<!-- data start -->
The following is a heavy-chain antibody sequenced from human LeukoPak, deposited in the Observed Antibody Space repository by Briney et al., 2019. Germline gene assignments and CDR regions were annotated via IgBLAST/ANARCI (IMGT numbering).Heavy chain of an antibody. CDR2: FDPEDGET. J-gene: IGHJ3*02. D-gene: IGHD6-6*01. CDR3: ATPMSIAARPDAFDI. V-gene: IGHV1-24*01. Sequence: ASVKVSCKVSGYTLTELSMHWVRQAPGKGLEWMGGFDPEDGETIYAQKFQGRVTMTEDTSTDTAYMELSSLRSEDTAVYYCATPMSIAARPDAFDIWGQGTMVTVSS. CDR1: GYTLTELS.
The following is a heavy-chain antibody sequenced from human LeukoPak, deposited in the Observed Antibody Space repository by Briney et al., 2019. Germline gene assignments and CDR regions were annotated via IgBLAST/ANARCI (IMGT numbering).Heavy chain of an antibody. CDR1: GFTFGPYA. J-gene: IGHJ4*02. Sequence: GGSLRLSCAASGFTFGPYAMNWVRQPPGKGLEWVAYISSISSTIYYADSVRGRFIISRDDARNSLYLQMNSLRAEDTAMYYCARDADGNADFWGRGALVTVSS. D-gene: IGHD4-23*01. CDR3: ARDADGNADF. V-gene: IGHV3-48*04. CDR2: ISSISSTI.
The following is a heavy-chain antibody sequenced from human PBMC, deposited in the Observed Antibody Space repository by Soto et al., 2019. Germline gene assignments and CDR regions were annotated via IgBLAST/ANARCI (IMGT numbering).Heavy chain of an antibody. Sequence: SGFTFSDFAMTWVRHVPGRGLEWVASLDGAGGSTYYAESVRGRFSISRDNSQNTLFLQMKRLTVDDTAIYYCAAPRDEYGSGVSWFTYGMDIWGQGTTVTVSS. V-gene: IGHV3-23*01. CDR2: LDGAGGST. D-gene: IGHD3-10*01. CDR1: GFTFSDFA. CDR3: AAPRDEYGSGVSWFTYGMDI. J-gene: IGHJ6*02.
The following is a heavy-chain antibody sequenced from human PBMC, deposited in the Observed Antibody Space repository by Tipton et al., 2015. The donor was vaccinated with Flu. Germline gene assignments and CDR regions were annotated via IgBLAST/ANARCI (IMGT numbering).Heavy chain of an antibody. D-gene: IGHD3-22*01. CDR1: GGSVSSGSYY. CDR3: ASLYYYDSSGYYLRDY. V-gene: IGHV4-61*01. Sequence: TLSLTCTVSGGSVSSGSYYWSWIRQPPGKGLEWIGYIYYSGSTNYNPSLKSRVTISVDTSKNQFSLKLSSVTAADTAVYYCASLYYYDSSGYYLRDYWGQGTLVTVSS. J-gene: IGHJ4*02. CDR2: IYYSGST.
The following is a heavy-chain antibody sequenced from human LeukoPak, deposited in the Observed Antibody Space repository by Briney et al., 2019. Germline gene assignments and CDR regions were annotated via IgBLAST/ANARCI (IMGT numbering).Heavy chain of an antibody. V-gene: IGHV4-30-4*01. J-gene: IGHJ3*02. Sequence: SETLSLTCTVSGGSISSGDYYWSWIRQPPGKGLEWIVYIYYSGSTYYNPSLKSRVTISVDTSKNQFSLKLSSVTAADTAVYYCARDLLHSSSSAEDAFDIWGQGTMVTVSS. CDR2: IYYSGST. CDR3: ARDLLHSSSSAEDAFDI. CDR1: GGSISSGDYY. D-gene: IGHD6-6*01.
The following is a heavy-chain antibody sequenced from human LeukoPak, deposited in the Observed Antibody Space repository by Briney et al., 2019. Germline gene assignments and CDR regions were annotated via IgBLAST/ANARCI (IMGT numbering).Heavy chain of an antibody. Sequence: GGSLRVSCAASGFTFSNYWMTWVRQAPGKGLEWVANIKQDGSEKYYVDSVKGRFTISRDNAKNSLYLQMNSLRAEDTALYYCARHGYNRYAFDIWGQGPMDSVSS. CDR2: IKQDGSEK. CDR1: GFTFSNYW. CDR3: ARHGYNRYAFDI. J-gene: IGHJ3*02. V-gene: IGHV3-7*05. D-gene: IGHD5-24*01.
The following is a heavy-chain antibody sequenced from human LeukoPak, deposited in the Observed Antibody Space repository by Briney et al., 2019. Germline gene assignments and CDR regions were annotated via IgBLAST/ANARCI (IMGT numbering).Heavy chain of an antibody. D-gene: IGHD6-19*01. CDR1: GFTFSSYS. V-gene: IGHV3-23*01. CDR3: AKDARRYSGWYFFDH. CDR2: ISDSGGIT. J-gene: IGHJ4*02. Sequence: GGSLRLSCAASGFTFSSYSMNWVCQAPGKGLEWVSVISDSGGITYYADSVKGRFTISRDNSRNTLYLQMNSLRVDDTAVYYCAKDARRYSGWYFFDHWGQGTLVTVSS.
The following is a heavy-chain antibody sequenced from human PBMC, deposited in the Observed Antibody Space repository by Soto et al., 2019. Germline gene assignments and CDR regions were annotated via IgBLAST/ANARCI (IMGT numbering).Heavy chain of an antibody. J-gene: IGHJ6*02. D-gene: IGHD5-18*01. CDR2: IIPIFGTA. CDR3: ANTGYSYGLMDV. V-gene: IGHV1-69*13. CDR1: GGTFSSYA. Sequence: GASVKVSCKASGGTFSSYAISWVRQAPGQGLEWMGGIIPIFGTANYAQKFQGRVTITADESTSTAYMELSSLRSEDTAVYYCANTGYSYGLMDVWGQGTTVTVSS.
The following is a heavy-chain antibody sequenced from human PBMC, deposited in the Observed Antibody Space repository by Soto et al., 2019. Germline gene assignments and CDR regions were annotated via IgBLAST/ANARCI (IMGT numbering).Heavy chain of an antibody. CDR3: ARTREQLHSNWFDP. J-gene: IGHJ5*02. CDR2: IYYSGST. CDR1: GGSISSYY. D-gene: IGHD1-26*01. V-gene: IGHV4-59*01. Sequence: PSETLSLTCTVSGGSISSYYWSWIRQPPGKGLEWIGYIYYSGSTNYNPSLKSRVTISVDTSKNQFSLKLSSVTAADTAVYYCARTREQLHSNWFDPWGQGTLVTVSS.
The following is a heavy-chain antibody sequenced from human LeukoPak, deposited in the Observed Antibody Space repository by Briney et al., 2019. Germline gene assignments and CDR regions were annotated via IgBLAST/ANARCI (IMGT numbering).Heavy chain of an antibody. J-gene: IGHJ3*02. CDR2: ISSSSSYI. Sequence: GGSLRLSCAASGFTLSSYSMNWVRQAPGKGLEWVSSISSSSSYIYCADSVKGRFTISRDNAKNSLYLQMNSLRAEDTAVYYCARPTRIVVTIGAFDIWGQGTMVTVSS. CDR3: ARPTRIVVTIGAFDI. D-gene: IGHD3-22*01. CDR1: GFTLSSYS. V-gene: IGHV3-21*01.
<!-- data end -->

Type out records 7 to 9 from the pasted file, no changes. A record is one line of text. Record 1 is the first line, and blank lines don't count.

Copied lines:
The following is a heavy-chain antibody sequenced from human LeukoPak, deposited in the Observed Antibody Space repository by Briney et al., 2019. Germline gene assignments and CDR regions were annotated via IgBLAST/ANARCI (IMGT numbering).Heavy chain of an antibody. D-gene: IGHD6-19*01. CDR1: GFTFSSYS. V-gene: IGHV3-23*01. CDR3: AKDARRYSGWYFFDH. CDR2: ISDSGGIT. J-gene: IGHJ4*02. Sequence: GGSLRLSCAASGFTFSSYSMNWVCQAPGKGLEWVSVISDSGGITYYADSVKGRFTISRDNSRNTLYLQMNSLRVDDTAVYYCAKDARRYSGWYFFDHWGQGTLVTVSS.
The following is a heavy-chain antibody sequenced from human PBMC, deposited in the Observed Antibody Space repository by Soto et al., 2019. Germline gene assignments and CDR regions were annotated via IgBLAST/ANARCI (IMGT numbering).Heavy chain of an antibody. J-gene: IGHJ6*02. D-gene: IGHD5-18*01. CDR2: IIPIFGTA. CDR3: ANTGYSYGLMDV. V-gene: IGHV1-69*13. CDR1: GGTFSSYA. Sequence: GASVKVSCKASGGTFSSYAISWVRQAPGQGLEWMGGIIPIFGTANYAQKFQGRVTITADESTSTAYMELSSLRSEDTAVYYCANTGYSYGLMDVWGQGTTVTVSS.
The following is a heavy-chain antibody sequenced from human PBMC, deposited in the Observed Antibody Space repository by Soto et al., 2019. Germline gene assignments and CDR regions were annotated via IgBLAST/ANARCI (IMGT numbering).Heavy chain of an antibody. CDR3: ARTREQLHSNWFDP. J-gene: IGHJ5*02. CDR2: IYYSGST. CDR1: GGSISSYY. D-gene: IGHD1-26*01. V-gene: IGHV4-59*01. Sequence: PSETLSLTCTVSGGSISSYYWSWIRQPPGKGLEWIGYIYYSGSTNYNPSLKSRVTISVDTSKNQFSLKLSSVTAADTAVYYCARTREQLHSNWFDPWGQGTLVTVSS.